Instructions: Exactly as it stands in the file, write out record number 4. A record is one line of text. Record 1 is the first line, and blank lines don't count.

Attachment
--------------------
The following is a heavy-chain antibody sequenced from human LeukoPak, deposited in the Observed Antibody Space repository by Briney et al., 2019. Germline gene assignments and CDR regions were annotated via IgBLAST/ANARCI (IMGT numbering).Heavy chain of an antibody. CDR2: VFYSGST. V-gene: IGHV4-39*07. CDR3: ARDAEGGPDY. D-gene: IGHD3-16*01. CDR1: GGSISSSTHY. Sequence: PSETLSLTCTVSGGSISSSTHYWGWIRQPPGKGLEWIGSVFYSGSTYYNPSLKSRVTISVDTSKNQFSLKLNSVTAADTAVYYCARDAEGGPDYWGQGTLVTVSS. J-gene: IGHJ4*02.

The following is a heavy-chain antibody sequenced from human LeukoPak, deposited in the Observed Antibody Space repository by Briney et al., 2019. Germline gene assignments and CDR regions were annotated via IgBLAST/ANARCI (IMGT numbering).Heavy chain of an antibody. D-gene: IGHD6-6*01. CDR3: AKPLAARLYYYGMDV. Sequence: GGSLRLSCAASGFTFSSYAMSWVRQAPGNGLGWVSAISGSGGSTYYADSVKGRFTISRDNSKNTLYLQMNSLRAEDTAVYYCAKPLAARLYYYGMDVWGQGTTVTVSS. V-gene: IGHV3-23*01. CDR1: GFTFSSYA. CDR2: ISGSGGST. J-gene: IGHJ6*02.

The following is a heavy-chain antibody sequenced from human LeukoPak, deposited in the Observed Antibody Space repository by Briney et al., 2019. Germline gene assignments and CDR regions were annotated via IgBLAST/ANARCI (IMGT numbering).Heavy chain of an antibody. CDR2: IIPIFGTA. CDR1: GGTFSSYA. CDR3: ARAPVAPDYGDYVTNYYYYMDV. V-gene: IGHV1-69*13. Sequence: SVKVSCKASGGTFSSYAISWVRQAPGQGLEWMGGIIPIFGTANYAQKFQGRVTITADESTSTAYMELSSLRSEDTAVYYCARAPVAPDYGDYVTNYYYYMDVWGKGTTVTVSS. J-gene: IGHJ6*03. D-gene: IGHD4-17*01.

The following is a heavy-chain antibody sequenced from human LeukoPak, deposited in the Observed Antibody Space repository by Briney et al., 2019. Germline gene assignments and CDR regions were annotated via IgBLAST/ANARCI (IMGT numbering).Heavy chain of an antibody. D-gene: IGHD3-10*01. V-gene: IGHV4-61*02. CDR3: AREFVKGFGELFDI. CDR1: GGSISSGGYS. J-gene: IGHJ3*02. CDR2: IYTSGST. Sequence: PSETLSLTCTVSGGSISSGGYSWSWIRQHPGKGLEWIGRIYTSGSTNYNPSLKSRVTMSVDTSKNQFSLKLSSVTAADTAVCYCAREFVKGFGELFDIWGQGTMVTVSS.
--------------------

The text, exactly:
The following is a heavy-chain antibody sequenced from human LeukoPak, deposited in the Observed Antibody Space repository by Briney et al., 2019. Germline gene assignments and CDR regions were annotated via IgBLAST/ANARCI (IMGT numbering).Heavy chain of an antibody. D-gene: IGHD3-10*01. V-gene: IGHV4-61*02. CDR3: AREFVKGFGELFDI. CDR1: GGSISSGGYS. J-gene: IGHJ3*02. CDR2: IYTSGST. Sequence: PSETLSLTCTVSGGSISSGGYSWSWIRQHPGKGLEWIGRIYTSGSTNYNPSLKSRVTMSVDTSKNQFSLKLSSVTAADTAVCYCAREFVKGFGELFDIWGQGTMVTVSS.